Maulana Shibli, Sir Sayyid’s colleague, proposed a different solution to the problem. He distinguished modern science and modern philosophy on one hand, and religion on the other hand. Matters that were definitely and indisputably established on the basis of observation and experiment were called science, and those which were beyond the grasp of experiment came in the category of philosophy. He therefore found no conflict between science and religion as they had nothing to do with each other, and they addressed entirely different subject matters. For example the problem of weight of air, number of elements, chemical composition of water and such other matters did not concern religion but were in the domain of science.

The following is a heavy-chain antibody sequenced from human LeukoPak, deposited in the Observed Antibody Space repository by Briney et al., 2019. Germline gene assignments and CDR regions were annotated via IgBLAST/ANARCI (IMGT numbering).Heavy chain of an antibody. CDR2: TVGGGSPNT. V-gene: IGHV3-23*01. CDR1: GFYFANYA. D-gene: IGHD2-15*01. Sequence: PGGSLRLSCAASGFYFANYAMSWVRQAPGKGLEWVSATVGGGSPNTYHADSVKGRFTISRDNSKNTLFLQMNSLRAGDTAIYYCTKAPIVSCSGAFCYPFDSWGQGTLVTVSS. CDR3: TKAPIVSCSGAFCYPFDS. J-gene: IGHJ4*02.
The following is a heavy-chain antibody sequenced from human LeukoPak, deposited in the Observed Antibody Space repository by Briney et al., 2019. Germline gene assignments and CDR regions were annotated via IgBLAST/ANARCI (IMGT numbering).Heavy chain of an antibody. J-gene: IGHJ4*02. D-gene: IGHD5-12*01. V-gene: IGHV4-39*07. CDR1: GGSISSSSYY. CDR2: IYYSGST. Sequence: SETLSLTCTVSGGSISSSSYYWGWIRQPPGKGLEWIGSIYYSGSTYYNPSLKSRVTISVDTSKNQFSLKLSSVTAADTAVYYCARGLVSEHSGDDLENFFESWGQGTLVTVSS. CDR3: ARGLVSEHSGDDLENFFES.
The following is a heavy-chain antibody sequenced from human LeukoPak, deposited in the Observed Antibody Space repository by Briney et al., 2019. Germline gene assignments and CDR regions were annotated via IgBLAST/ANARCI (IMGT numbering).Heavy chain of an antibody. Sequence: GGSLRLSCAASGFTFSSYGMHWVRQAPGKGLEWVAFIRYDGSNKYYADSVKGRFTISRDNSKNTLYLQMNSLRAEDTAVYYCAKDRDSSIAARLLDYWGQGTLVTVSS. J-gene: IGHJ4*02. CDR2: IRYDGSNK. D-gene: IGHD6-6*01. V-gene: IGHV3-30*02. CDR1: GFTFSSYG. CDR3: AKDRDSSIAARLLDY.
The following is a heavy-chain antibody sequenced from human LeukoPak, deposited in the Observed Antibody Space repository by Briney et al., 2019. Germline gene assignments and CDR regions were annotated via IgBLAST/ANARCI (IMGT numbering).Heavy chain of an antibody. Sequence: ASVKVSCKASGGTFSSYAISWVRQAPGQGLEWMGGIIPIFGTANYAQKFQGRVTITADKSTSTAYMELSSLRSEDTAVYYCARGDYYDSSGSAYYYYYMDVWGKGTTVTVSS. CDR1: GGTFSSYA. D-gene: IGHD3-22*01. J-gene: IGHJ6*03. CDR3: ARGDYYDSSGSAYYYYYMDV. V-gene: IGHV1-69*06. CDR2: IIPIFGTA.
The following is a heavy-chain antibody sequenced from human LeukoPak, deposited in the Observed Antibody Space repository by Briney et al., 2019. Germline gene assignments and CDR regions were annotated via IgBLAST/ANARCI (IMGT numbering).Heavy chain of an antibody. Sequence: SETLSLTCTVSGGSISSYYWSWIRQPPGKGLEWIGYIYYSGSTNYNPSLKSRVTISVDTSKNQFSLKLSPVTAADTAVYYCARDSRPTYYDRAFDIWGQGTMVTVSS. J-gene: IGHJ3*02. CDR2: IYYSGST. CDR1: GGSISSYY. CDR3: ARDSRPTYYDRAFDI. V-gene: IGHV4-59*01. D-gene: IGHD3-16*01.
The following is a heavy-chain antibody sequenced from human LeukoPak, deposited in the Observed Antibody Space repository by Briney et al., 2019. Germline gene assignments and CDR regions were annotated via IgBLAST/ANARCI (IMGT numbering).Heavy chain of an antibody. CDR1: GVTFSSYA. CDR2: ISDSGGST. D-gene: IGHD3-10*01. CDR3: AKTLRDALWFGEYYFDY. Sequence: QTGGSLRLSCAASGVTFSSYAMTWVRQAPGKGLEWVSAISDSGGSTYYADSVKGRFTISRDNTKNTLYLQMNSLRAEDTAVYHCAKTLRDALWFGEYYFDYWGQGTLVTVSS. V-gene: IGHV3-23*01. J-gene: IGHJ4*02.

Religion on the other hand was concerned with issues such as ‘did God exist?’ or ‘was there life after death?’ or reward and punishment and concepts of good and evil. The popular understanding of the majority of people is that religion cannot be scientific and rational on the one hand and science or rationalism is on the other hand, irreligious. One can therefore be either religious or rational. Maulana Shibli points out that religion can be rational, and indeed his understanding of Islam was that it was a rational and human centric religion. Religion guides followers in matters of notion of good and worthy life, laws to build harmonious societies, notions of justice and rights and duties of members of the society towards each other. Science may not be equipped to be concerned with these aspects. Science may discover laws of nature and properties of various elements which, for example, may equip human beings to harness nuclear energies. However, having discovered the impact of nuclear fission and fusion and measured the energies unleashed nuclear fusion and fission, humans still need to figure out what would be the good purpose for which nuclear fusion and fission are to be employed – for manufacturing nuclear bombs or to harness nuclear energy or neither? The latter comes within the domain of religion. The boundaries and demarcation of science and religion therefore has to be properly understood. Religion can be irrational, if the followers are required to follow its tenets blindly and without applying their mind or questioning the doctrines. However, religion can be rational if the followers are encouraged to apply their mind and critical faculties on  various doctrines propounded and understand its meanings as times and context change.